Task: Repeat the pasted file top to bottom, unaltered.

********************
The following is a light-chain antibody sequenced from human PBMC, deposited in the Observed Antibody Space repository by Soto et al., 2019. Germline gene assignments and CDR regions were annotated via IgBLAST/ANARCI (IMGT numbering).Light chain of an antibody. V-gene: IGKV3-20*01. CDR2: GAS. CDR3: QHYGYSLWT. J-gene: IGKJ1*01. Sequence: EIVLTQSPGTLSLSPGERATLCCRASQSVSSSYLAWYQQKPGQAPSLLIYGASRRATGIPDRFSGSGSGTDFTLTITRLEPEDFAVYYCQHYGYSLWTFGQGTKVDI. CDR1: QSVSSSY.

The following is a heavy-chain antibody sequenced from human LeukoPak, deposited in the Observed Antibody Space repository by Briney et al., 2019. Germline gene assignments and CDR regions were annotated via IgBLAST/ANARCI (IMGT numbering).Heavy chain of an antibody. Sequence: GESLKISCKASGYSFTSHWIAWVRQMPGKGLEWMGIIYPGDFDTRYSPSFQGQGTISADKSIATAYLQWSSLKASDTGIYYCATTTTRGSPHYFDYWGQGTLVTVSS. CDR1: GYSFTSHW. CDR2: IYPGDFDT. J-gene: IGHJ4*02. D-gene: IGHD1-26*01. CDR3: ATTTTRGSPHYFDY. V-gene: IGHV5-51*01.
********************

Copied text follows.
The following is a light-chain antibody sequenced from human PBMC, deposited in the Observed Antibody Space repository by Soto et al., 2019. Germline gene assignments and CDR regions were annotated via IgBLAST/ANARCI (IMGT numbering).Light chain of an antibody. V-gene: IGKV3-20*01. CDR2: GAS. CDR3: QHYGYSLWT. J-gene: IGKJ1*01. Sequence: EIVLTQSPGTLSLSPGERATLCCRASQSVSSSYLAWYQQKPGQAPSLLIYGASRRATGIPDRFSGSGSGTDFTLTITRLEPEDFAVYYCQHYGYSLWTFGQGTKVDI. CDR1: QSVSSSY.

The following is a heavy-chain antibody sequenced from human LeukoPak, deposited in the Observed Antibody Space repository by Briney et al., 2019. Germline gene assignments and CDR regions were annotated via IgBLAST/ANARCI (IMGT numbering).Heavy chain of an antibody. Sequence: GESLKISCKASGYSFTSHWIAWVRQMPGKGLEWMGIIYPGDFDTRYSPSFQGQGTISADKSIATAYLQWSSLKASDTGIYYCATTTTRGSPHYFDYWGQGTLVTVSS. CDR1: GYSFTSHW. CDR2: IYPGDFDT. J-gene: IGHJ4*02. D-gene: IGHD1-26*01. CDR3: ATTTTRGSPHYFDY. V-gene: IGHV5-51*01.